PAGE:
We don't understand how emotions work. A neuroscientist explains why we often get it wrong
How do you feel? Are you anxious about something? Or scared? Why do you feel this way and where do all these sensations come from?
Emotions are your brain’s best guesses of what your bodily sensations mean, guided by your past experience. Your brain constructs these guesses in the blink of an eye – so rapidly, in fact, that emotions feel like uncontrollable reactions that happen to you, when emotions are actually made by you.
For a long time, scientists were sure that emotions were caused by dedicated brain circuits – a circuit for happiness, one for fear, another for anger and so on – that automatically triggered a specific pattern of facial expression, bodily state and physical action.
For example, if you saw a snake, a supposed ‘fear circuit’ would activate, causing your eyes to widen, your heart to race and your body to prepare to flee. A given emotion was thought to be a chain reaction of coordinated events and it occurred reliably enough to indicate when a person was experiencing it.
Nevertheless, most of the scientific evidence doesn’t support this view. It suggests instead that each instance of emotion is a whole-brain event. Your brain uses your past experiences to combine information from your body, such as a pounding heart, with information from the world, like the fact that you’re waiting in a doctor’s office for test results, to construct an emotion, such as anxiety.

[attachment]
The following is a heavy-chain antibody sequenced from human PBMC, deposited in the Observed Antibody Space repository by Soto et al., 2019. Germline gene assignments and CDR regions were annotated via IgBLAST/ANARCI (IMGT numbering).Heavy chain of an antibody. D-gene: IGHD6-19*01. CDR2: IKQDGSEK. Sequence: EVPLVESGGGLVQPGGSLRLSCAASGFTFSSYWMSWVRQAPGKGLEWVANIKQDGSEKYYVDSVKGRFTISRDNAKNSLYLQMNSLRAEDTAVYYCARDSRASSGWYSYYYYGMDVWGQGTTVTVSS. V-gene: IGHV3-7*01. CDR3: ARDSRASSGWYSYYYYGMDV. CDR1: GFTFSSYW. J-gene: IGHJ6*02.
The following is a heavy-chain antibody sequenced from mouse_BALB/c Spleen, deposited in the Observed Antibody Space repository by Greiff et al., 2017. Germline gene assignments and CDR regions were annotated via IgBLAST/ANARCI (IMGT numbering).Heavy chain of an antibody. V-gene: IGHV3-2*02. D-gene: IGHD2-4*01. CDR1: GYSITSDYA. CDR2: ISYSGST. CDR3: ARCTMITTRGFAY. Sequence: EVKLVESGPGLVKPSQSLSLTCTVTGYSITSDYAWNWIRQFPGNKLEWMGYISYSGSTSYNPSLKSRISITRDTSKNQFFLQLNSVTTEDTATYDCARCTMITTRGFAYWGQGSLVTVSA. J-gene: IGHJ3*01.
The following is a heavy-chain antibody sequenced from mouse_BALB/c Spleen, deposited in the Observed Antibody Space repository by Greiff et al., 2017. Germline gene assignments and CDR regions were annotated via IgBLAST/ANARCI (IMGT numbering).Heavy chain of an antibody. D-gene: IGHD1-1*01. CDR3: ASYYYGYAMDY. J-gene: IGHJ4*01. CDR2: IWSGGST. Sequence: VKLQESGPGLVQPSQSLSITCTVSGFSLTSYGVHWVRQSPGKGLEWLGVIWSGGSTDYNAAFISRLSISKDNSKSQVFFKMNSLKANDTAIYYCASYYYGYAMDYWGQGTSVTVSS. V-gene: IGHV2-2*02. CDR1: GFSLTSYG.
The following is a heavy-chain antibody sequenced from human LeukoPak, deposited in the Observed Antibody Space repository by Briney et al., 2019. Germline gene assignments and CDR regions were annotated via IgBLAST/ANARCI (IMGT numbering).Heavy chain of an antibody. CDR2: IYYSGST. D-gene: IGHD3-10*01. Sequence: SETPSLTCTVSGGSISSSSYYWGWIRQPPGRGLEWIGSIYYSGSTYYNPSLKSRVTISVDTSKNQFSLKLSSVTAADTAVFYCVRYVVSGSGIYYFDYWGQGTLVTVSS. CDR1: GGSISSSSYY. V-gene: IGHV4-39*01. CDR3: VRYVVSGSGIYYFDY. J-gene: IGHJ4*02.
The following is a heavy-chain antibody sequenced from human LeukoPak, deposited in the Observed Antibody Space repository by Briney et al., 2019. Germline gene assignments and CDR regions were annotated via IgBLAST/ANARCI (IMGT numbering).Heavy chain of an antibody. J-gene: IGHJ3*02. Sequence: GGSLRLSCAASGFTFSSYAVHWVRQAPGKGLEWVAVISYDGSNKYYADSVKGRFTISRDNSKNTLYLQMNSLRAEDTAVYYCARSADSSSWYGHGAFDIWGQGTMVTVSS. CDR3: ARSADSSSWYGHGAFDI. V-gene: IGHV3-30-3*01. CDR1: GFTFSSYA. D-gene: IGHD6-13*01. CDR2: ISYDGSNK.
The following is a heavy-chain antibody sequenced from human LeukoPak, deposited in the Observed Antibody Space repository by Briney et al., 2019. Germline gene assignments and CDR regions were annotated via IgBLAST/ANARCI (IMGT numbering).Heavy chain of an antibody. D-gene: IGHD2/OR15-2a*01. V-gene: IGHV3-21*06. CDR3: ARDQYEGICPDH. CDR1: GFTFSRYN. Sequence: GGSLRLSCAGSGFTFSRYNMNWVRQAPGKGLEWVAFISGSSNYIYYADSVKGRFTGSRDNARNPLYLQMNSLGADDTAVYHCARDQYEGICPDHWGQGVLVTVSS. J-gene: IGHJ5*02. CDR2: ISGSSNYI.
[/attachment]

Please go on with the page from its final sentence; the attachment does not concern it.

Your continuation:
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In a different situation, such as watching your lover walk into the room, your brain might construct an instance of excitement or lust from exactly the same pounding heart. Or if you’re exercising, your brain might transform that pounding into an instance of fatigue. The meaning that your brain makes helps it plan your body’s next action to keep you alive and well.
Even with this mounting evidence, the science of emotion is full of confusion. Some scientists still study brain circuits for actions, such as freezing in place, and claim that they’re studying the circuits for emotion. Hundreds of studies conclude that people around the world express emotion with the same facial movements, even though most of these studies use a fragile experimental method that fails to replicate when tweaked.
Companies claim to have machine learning algorithms to detect emotion from smiles and scowls, but they’re detecting muscle movements, not the emotional meaning of those movements in context. Data show, for example, that people who live in large-scale, urban cultures scowl in anger less than 30 per cent of the time, so for the other 70 per cent they’re doing something else with their faces in anger.
And people scowl for many reasons besides anger – they might be concentrating hard or have gas. The evidence for universal expressions of emotion is even weaker in small-scale, remote societies. Therefore, scowling isn’t the universal expression of anger, just one expression among many.
This muddle trickles down into the popular press, which is why you see news stories that mice have emotional facial expressions (they don’t), that a brain region called the amygdala is the location of fear (it’s not) and that AI systems can read your emotions (they can’t).
Lisa is a professor of psychology at Northeastern University and the author of Seven And A Half Lessons About The Brain (£14.99, Picador). She is one of the most cited scientists in the world for her research into psychology and neuroscience. Lisa is Chief Science Officer for the Center for Law, Brain & Behavior at Massachusetts General Hospital, and received a National Institutes of Health Director’s Pioneer Award for her revolutionary research on emotion in the brain.
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